Man Amadeam

(I have arrived)

Afghanistan and Iran share a culture that predates the established perimeters of their respective national borders. They share a tongue that overcomes this division. In the twentieth century, both countries mirrored each other in both their struggles against imperialism and their shared rejection of monarchies. The Iranian revolution saw an Islamic movement topple the Persian monarchy. And, in Afghanistan, the Soviet-backed coup d’état of the Afghan monarchy was rejected by an Islamic revolt. Despite these deep-rooted connections, the present relationship is one of forgotten unity.

Then versus Now

For Afghans and Iranians, this is the way we mark the outcomes of our civil unrest. To make sense of the loss of the ‘Now’, it’s the ‘Then’ that becomes the pedestal and subject for our pride. Our nostalgia doesn’t bare any resemblance to the contemporary, nor does the contemporary respect or recognise our historical links of solidarity and near equivalence of experience.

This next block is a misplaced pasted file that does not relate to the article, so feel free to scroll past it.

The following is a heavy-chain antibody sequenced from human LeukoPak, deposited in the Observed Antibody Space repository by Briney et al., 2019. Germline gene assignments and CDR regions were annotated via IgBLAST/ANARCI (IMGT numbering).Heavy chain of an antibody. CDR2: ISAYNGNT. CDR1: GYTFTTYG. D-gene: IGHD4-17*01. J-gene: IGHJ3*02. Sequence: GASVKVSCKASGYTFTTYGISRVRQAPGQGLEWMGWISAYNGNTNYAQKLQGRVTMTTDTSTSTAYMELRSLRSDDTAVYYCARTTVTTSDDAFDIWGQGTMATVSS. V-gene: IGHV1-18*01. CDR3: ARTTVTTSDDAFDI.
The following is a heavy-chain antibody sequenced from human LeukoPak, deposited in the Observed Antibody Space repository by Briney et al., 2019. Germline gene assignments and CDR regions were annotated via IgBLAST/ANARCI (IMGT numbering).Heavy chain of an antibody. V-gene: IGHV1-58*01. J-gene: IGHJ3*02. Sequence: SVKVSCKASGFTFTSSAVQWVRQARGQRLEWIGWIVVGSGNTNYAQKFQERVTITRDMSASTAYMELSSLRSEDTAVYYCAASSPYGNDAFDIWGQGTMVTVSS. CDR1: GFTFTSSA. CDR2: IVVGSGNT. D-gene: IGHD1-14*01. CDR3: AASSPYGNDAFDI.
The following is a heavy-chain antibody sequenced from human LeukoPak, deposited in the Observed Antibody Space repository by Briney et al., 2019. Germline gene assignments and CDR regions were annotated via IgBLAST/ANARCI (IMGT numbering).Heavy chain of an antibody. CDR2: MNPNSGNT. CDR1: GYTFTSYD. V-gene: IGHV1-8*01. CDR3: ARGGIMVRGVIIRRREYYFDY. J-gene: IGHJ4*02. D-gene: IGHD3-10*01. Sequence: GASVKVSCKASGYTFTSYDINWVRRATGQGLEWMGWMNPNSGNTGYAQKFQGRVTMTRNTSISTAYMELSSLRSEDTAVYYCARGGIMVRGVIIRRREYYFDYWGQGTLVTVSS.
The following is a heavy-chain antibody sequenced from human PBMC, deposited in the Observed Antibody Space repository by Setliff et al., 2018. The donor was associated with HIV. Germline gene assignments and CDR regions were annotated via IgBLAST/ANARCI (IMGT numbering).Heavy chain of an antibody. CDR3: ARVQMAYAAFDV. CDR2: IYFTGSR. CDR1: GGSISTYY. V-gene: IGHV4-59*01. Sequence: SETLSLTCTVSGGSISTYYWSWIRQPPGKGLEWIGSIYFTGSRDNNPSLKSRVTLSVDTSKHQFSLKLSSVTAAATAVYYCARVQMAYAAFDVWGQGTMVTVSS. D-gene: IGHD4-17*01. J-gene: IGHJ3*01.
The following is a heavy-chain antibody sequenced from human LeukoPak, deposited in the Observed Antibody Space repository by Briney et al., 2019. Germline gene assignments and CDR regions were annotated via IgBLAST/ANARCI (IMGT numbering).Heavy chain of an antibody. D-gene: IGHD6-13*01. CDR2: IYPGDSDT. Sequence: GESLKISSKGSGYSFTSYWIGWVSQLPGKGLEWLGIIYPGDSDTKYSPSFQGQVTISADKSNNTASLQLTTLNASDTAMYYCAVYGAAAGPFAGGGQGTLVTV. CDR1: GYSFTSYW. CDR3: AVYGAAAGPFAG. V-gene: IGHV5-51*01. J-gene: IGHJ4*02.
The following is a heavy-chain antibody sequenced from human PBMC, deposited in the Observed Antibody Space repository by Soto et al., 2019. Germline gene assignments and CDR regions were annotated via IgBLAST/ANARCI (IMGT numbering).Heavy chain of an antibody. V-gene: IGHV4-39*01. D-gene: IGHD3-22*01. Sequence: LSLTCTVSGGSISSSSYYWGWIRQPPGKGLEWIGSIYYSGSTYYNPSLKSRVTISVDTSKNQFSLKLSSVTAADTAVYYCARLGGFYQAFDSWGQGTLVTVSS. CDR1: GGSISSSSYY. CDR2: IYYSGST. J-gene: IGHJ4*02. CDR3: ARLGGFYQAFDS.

Before the coup. After the uprising. Perhaps the revolution is isolating?

I have the privilege of entertaining nostalgia from a safe distance. As I romanticise the last moments of unity, the hostile relationship between the two countries thickens.

May: Iranian border-guards murder 45 Afghan migrant workers by forcing them into the Harirud River.

June: Iranian police officers shoot at a carful of Afghan refugees, watching as the passengers burn alive. It is becoming harder to believe our countries share an ancestry.

This video negotiates the cultural unity and political similarities between Afghanistan and Iran during the period of revolution.1 It is the moment between the ‘Then’ and the ‘Now’. My Afghan body re-enacts the performance by Iranian icon, Googoosh, of Man Amadeam [I Have Come], a song written by Afghan composer Jalil Zaland. The archival footage unfolds the beginning moments of division between Afghanistan and Iran.


Further resources:
Grant Farr, ‘Iran, Afghan Refugees, and the Coronavirus Pandemic’, e-International Relations, (May 2020)

  1. 1978-1980